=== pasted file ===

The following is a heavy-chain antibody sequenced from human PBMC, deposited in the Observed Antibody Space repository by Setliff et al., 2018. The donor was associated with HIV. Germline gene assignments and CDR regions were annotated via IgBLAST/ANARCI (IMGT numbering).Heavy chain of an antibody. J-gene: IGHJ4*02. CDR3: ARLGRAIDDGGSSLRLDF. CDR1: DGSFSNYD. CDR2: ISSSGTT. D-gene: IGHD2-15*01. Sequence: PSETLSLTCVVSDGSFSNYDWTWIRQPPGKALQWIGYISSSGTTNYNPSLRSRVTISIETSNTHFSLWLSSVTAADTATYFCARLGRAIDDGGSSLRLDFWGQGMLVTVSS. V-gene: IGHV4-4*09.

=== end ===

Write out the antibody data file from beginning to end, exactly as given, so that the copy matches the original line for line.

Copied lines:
The following is a heavy-chain antibody sequenced from human PBMC, deposited in the Observed Antibody Space repository by Setliff et al., 2018. The donor was associated with HIV. Germline gene assignments and CDR regions were annotated via IgBLAST/ANARCI (IMGT numbering).Heavy chain of an antibody. J-gene: IGHJ4*02. CDR3: ARLGRAIDDGGSSLRLDF. CDR1: DGSFSNYD. CDR2: ISSSGTT. D-gene: IGHD2-15*01. Sequence: PSETLSLTCVVSDGSFSNYDWTWIRQPPGKALQWIGYISSSGTTNYNPSLRSRVTISIETSNTHFSLWLSSVTAADTATYFCARLGRAIDDGGSSLRLDFWGQGMLVTVSS. V-gene: IGHV4-4*09.